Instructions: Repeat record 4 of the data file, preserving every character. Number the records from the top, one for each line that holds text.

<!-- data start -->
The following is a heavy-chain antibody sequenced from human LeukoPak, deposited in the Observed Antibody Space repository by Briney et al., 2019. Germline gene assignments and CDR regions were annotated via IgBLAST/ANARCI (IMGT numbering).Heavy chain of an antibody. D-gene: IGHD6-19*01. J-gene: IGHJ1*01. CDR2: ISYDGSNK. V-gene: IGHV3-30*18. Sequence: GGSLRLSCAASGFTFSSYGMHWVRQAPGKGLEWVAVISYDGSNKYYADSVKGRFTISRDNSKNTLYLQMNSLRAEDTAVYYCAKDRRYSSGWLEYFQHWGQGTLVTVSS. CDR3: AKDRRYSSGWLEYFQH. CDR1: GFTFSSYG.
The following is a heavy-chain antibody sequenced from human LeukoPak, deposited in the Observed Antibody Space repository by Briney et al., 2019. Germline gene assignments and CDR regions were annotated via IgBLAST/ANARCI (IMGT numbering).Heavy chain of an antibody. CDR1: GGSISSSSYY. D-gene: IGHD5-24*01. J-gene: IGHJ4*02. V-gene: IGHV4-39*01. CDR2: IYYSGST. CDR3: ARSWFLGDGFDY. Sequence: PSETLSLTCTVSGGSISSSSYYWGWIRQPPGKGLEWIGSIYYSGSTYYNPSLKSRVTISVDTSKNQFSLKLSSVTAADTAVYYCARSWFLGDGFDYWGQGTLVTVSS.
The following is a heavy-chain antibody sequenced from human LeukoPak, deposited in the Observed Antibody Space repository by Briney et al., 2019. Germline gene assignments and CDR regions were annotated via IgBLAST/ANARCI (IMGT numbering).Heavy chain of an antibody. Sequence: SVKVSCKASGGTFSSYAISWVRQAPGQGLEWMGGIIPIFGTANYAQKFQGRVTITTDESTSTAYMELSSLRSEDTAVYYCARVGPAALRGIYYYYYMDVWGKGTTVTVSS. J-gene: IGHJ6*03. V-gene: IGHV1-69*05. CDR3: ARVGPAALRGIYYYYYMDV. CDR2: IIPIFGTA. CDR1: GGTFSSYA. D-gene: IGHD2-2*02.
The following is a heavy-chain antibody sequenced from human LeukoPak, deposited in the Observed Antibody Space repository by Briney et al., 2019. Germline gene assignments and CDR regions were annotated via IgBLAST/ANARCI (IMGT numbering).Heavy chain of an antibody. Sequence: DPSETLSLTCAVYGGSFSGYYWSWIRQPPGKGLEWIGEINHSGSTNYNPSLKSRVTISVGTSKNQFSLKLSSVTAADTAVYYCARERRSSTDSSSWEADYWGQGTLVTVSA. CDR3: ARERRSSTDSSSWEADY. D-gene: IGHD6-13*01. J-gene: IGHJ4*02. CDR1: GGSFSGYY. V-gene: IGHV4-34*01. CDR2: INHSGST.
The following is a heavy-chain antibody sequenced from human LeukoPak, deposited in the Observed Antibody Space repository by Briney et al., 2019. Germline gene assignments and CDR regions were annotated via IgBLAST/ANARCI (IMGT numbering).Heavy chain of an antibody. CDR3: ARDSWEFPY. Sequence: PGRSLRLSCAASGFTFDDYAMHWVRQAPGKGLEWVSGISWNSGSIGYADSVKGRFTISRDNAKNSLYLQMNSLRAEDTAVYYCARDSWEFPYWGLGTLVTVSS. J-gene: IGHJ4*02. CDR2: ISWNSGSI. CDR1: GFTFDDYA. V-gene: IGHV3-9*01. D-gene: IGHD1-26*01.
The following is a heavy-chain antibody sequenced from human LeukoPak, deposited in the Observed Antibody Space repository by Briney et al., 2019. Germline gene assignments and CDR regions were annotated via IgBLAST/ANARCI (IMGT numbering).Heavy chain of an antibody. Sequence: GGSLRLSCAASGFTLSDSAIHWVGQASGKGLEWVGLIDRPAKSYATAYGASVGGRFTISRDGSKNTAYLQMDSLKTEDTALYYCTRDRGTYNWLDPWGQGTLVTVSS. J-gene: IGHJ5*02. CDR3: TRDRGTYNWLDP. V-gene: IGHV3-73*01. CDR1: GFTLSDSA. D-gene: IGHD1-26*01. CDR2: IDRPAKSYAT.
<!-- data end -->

The following is a heavy-chain antibody sequenced from human LeukoPak, deposited in the Observed Antibody Space repository by Briney et al., 2019. Germline gene assignments and CDR regions were annotated via IgBLAST/ANARCI (IMGT numbering).Heavy chain of an antibody. Sequence: DPSETLSLTCAVYGGSFSGYYWSWIRQPPGKGLEWIGEINHSGSTNYNPSLKSRVTISVGTSKNQFSLKLSSVTAADTAVYYCARERRSSTDSSSWEADYWGQGTLVTVSA. CDR3: ARERRSSTDSSSWEADY. D-gene: IGHD6-13*01. J-gene: IGHJ4*02. CDR1: GGSFSGYY. V-gene: IGHV4-34*01. CDR2: INHSGST.